FIG. 4 is schematic circuit diagram of a second embodiment of a one-shot circuit of the invention with input trigger conditioning circuit, and
FIG. 5 is a timing diagram for the circuit of FIG. 4.
FIG. 1 shows a schematic circuit diagram of one embodiment of a one-shot 100 of the invention. The one-shot 100 includes a first D-type flip-flop 102 and a second D-type flip-flop 104. An input trigger 106 is connected to the clock port 108 of the flip-flop 102 and to one input 110 of a multiplexer 112. The other input 114 of the multiplexer 112 is fed by a first feed-back loop 116 from the Q-output 118 of the flip-flop 104. As shown in FIG. 1, the first feedback loop 116 includes an inverter 120. The D-input 122 of flip-flop 104 is tied high. Flip-flop 104 acts as an internal clock for the circuit, the output 118 will start toggling in response to the rising edge of the signal presented to the input trigger line 106. Output 118 will continue to switch states through the actions of the signals in the feedback paths. The duration of the internal clock is determined by feedback loops 116 and 126 from the output 118 to the clock port 124 and clear (CLR) input 142, respectively.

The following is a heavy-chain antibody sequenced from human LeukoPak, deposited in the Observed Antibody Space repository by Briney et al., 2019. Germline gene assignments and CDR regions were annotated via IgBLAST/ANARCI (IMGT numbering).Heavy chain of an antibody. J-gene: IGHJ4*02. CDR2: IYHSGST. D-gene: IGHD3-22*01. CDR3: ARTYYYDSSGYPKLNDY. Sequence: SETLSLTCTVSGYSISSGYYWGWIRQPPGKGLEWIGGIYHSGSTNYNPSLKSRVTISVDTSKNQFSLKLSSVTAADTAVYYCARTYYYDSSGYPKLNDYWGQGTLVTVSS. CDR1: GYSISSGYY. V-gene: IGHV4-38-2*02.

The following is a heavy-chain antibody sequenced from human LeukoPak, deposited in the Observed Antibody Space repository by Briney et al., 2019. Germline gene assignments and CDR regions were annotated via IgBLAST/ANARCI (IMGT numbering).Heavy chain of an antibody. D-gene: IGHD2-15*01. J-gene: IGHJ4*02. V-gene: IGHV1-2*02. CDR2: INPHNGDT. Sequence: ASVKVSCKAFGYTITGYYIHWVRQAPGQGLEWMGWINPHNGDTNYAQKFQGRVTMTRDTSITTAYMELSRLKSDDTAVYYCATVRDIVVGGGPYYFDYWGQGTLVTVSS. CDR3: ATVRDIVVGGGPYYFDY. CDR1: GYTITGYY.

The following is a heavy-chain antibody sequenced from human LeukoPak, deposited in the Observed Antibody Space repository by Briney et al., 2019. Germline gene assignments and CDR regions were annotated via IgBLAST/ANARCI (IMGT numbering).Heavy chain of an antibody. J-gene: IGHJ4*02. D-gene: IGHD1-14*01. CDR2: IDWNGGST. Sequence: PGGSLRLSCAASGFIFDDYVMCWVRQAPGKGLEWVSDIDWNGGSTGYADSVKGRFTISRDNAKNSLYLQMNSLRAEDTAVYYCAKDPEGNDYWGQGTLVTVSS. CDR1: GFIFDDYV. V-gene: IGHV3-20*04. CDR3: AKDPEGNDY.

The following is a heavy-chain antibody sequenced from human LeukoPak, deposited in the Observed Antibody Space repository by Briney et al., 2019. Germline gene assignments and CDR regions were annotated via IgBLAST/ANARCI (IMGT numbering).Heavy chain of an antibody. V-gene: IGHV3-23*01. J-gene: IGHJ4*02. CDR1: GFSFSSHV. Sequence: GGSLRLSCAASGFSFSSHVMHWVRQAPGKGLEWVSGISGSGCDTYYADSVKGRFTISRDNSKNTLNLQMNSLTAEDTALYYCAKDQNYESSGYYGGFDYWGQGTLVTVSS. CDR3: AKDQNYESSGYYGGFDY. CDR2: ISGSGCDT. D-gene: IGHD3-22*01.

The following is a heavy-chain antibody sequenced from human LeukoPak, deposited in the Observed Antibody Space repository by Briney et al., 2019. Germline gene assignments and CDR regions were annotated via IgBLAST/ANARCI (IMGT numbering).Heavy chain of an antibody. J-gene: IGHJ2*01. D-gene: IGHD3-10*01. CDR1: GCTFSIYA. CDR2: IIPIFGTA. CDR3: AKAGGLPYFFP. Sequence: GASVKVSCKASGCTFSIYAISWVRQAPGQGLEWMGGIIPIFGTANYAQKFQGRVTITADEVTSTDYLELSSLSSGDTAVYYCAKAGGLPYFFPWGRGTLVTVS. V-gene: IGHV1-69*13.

The output 118 of the flip-flop 104 is also connected to the clock port 130 of a counter 132. The counter 132 is reset at power up by a reset signal and at the end of the output pulse. It counts up from zero with each pulse presented to the clock port 130. The output of the counter is constantly being compared to the program value entered into the counter 132 at the program value port 134. Once the counter 132 has reached that value, the output compare_out 136 goes from low to high and is presented to the clear (CLR) input 140 of the first flip-flop 102 (via the feedback loop 148) and to the clear (CLR) input 142 of the second flip-flop 104 (via the feedback loop 146).